George is the only apparel line sold at Asda and is carried in 235 of Asda’s 260 stores, in dedicated departments ranging from 2,500 square feet to 20,000 square feet. The label offers basics and fast-fashion styles developed and produced in fewer than eight weeks. New merchandise hits floors every four weeks, the source said. It recently has expanded into plus sizes, petites, tweens, teens and maternitywear and also is the number one children’s wear retailer in the U.K.

To court trend-minded High Street customers, George stores will stock the more forward, “fast-fashion” parts of the label’s range, the company source said. Prices will be consistent with Asda, as will methods of merchandise display, including brushed-chrome fixtures and items clustered as mix-and-match outfits rather than piles of basics.

Current plans do not include designing any exclusive pieces for the new stores, the Asda spokeswoman said.

Therese Byrne, editor and publisher of Retail Maxim, called the move a “penetration strategy” in line with Wal-Mart’s global goal of capturing urban customers. “Wal-Mart is going to eventually do a Mini-Me version of itself, selling only apparel and food,” Byrne predicted. “Convenience is the last mile everybody wants.”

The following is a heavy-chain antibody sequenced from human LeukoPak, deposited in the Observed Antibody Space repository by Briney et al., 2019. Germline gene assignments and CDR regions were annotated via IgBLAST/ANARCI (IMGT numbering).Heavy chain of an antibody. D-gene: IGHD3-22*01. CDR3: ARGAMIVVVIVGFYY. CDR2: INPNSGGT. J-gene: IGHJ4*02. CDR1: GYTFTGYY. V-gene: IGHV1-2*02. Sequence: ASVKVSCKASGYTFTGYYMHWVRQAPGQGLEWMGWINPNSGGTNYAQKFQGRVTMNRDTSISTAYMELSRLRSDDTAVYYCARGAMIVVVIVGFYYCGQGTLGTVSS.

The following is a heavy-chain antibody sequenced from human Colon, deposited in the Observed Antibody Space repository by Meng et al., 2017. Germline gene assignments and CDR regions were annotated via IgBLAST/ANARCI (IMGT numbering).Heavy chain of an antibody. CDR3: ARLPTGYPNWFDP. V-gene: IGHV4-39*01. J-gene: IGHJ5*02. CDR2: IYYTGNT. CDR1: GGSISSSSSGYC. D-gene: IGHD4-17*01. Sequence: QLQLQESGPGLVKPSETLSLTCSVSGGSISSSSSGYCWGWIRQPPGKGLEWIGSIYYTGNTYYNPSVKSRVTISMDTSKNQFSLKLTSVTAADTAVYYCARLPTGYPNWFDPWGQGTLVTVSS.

Isolating apparel in its own concept gives Wal-Mart “better insight and more feedback into how the customer shops the category,” said Deborah Weinswig, analyst at Salmon Smith Barney.

George isn’t the first concept Asda has spun off and scaled down. It also operates a 17,500-square-foot, food-only store in Walthamstow, a London suburb. Asda’s average-size footprint is 50,000 square feet, although it operates some as large as 100,000 square feet.

About 60 percent of Asda’s floor space is devoted to food, with the remainder, general merchandise. George accounts for only about 15 percent of Asda’s square footage per store.